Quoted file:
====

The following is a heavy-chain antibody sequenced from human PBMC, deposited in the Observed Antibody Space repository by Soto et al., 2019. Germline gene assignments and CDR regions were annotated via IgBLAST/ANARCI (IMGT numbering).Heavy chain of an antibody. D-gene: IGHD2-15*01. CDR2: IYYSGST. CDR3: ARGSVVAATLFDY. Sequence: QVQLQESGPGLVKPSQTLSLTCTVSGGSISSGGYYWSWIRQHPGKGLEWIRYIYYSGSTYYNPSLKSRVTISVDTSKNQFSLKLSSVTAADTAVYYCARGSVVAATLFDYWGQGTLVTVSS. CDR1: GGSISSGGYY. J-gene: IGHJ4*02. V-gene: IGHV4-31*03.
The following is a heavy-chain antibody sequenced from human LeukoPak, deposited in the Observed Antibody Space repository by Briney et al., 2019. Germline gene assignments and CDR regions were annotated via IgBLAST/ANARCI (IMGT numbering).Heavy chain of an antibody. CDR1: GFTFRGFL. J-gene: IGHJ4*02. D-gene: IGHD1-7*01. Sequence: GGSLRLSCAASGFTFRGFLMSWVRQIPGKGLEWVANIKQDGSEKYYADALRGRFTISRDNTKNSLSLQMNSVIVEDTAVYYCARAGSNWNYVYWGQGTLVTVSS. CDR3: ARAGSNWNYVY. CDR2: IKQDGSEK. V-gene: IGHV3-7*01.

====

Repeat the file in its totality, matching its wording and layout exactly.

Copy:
The following is a heavy-chain antibody sequenced from human PBMC, deposited in the Observed Antibody Space repository by Soto et al., 2019. Germline gene assignments and CDR regions were annotated via IgBLAST/ANARCI (IMGT numbering).Heavy chain of an antibody. D-gene: IGHD2-15*01. CDR2: IYYSGST. CDR3: ARGSVVAATLFDY. Sequence: QVQLQESGPGLVKPSQTLSLTCTVSGGSISSGGYYWSWIRQHPGKGLEWIRYIYYSGSTYYNPSLKSRVTISVDTSKNQFSLKLSSVTAADTAVYYCARGSVVAATLFDYWGQGTLVTVSS. CDR1: GGSISSGGYY. J-gene: IGHJ4*02. V-gene: IGHV4-31*03.
The following is a heavy-chain antibody sequenced from human LeukoPak, deposited in the Observed Antibody Space repository by Briney et al., 2019. Germline gene assignments and CDR regions were annotated via IgBLAST/ANARCI (IMGT numbering).Heavy chain of an antibody. CDR1: GFTFRGFL. J-gene: IGHJ4*02. D-gene: IGHD1-7*01. Sequence: GGSLRLSCAASGFTFRGFLMSWVRQIPGKGLEWVANIKQDGSEKYYADALRGRFTISRDNTKNSLSLQMNSVIVEDTAVYYCARAGSNWNYVYWGQGTLVTVSS. CDR3: ARAGSNWNYVY. CDR2: IKQDGSEK. V-gene: IGHV3-7*01.